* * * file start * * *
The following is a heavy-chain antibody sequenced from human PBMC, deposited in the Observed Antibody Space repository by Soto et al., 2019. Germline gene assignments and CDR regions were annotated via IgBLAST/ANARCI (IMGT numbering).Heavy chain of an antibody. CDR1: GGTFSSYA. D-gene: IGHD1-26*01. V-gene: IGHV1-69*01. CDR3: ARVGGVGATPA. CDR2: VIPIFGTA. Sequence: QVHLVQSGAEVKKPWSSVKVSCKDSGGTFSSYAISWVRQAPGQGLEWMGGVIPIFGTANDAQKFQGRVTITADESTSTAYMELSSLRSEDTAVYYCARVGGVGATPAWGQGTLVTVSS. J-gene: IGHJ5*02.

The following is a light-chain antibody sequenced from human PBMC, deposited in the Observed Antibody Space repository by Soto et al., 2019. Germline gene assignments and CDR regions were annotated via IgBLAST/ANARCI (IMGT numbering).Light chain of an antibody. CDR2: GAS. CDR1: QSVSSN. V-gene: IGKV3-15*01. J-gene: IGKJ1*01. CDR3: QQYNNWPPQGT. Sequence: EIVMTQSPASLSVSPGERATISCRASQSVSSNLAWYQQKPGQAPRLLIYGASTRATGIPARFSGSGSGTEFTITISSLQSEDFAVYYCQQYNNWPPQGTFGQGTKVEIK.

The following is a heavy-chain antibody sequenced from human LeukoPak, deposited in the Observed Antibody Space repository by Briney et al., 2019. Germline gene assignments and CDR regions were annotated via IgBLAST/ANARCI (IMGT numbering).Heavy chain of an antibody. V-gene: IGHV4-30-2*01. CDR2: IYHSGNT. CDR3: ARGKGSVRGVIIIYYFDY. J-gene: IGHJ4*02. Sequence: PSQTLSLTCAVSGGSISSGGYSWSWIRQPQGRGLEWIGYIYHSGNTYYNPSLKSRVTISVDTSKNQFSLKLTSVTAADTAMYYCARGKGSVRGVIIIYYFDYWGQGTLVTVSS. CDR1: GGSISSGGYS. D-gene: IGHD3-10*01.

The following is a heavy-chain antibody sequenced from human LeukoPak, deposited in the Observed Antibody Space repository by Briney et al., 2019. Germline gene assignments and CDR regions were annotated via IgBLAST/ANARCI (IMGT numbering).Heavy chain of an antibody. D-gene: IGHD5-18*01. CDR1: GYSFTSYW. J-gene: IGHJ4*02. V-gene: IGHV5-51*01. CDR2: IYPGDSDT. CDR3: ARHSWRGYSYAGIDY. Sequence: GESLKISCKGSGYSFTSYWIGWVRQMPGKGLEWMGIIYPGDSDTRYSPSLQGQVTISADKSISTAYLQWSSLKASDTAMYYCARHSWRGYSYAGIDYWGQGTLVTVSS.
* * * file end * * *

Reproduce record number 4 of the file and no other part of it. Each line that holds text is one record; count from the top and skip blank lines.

The following is a heavy-chain antibody sequenced from human LeukoPak, deposited in the Observed Antibody Space repository by Briney et al., 2019. Germline gene assignments and CDR regions were annotated via IgBLAST/ANARCI (IMGT numbering).Heavy chain of an antibody. D-gene: IGHD5-18*01. CDR1: GYSFTSYW. J-gene: IGHJ4*02. V-gene: IGHV5-51*01. CDR2: IYPGDSDT. CDR3: ARHSWRGYSYAGIDY. Sequence: GESLKISCKGSGYSFTSYWIGWVRQMPGKGLEWMGIIYPGDSDTRYSPSLQGQVTISADKSISTAYLQWSSLKASDTAMYYCARHSWRGYSYAGIDYWGQGTLVTVSS.